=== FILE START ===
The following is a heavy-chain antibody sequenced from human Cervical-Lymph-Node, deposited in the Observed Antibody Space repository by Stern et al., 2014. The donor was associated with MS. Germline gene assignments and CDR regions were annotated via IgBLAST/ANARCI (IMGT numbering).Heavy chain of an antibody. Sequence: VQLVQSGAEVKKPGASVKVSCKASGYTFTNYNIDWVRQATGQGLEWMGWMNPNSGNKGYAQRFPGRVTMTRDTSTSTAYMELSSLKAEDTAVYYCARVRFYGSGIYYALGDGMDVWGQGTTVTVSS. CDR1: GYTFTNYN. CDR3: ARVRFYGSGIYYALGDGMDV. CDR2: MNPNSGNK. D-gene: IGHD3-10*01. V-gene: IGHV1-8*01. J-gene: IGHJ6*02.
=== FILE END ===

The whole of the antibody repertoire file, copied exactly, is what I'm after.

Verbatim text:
The following is a heavy-chain antibody sequenced from human Cervical-Lymph-Node, deposited in the Observed Antibody Space repository by Stern et al., 2014. The donor was associated with MS. Germline gene assignments and CDR regions were annotated via IgBLAST/ANARCI (IMGT numbering).Heavy chain of an antibody. Sequence: VQLVQSGAEVKKPGASVKVSCKASGYTFTNYNIDWVRQATGQGLEWMGWMNPNSGNKGYAQRFPGRVTMTRDTSTSTAYMELSSLKAEDTAVYYCARVRFYGSGIYYALGDGMDVWGQGTTVTVSS. CDR1: GYTFTNYN. CDR3: ARVRFYGSGIYYALGDGMDV. CDR2: MNPNSGNK. D-gene: IGHD3-10*01. V-gene: IGHV1-8*01. J-gene: IGHJ6*02.